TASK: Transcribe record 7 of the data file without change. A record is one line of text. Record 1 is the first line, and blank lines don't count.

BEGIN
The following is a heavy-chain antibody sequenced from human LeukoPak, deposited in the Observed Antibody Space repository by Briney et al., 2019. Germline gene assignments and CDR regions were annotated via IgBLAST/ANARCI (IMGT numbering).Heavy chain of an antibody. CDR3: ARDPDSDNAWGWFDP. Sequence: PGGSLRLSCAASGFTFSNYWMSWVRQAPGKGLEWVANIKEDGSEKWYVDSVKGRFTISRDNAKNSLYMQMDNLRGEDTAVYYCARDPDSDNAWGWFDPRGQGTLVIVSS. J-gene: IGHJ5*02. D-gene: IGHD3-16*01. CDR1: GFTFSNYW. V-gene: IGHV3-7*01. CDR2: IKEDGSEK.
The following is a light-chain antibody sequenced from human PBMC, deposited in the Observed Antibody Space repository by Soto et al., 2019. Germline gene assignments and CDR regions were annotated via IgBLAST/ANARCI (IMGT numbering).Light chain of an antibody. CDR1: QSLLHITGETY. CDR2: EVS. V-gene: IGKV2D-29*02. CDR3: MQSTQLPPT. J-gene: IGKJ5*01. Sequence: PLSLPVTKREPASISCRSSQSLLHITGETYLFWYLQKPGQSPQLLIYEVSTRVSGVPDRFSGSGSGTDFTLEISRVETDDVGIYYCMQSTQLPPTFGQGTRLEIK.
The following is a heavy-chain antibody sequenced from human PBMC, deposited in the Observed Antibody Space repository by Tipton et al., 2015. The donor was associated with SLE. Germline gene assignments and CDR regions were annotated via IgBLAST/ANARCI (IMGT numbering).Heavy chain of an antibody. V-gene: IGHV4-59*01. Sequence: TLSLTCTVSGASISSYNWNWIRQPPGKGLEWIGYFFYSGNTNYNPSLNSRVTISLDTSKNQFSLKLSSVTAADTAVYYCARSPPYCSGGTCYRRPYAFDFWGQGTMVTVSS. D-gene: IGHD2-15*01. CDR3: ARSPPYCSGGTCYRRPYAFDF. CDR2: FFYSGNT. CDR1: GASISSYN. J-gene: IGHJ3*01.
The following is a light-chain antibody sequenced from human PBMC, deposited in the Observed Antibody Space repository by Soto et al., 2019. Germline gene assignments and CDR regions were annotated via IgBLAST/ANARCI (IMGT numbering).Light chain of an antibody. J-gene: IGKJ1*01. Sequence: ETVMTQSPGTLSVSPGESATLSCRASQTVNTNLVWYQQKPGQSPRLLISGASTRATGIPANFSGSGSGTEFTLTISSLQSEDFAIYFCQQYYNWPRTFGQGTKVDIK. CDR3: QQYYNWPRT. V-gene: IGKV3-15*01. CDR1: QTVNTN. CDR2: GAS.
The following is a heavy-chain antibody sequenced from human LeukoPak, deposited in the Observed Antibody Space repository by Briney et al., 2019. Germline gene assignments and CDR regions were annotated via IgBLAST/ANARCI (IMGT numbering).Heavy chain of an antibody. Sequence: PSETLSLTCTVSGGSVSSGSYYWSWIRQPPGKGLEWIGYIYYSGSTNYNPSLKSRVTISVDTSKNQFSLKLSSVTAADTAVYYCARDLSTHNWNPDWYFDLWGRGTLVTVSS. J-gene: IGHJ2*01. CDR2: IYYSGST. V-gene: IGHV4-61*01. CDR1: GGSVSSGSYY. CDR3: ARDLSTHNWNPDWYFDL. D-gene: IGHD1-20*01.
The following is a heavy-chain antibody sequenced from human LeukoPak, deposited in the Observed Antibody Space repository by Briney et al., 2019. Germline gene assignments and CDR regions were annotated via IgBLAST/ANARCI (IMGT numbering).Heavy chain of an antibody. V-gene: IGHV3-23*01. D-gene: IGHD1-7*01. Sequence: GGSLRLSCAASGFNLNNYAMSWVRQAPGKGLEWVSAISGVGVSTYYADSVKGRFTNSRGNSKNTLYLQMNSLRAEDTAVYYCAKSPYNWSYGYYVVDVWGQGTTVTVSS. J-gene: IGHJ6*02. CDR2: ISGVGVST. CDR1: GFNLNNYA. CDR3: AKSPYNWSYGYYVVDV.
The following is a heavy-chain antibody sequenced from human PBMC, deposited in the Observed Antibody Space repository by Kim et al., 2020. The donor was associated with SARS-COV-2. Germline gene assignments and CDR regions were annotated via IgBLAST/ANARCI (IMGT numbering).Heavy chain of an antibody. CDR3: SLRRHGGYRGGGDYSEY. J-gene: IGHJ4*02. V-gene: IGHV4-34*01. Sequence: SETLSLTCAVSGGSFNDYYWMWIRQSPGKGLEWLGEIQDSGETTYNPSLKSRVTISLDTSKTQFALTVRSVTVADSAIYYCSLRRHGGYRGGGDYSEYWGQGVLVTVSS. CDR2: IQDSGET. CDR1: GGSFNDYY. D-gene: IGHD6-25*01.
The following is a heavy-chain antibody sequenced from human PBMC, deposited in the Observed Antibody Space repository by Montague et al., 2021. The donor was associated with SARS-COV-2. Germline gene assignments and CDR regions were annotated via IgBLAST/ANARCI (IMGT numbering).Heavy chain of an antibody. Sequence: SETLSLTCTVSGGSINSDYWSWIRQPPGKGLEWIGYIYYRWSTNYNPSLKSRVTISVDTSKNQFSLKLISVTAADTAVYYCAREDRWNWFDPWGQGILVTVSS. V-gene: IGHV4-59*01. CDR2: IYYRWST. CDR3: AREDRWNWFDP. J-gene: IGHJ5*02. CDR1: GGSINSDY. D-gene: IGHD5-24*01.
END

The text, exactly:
The following is a heavy-chain antibody sequenced from human PBMC, deposited in the Observed Antibody Space repository by Kim et al., 2020. The donor was associated with SARS-COV-2. Germline gene assignments and CDR regions were annotated via IgBLAST/ANARCI (IMGT numbering).Heavy chain of an antibody. CDR3: SLRRHGGYRGGGDYSEY. J-gene: IGHJ4*02. V-gene: IGHV4-34*01. Sequence: SETLSLTCAVSGGSFNDYYWMWIRQSPGKGLEWLGEIQDSGETTYNPSLKSRVTISLDTSKTQFALTVRSVTVADSAIYYCSLRRHGGYRGGGDYSEYWGQGVLVTVSS. CDR2: IQDSGET. CDR1: GGSFNDYY. D-gene: IGHD6-25*01.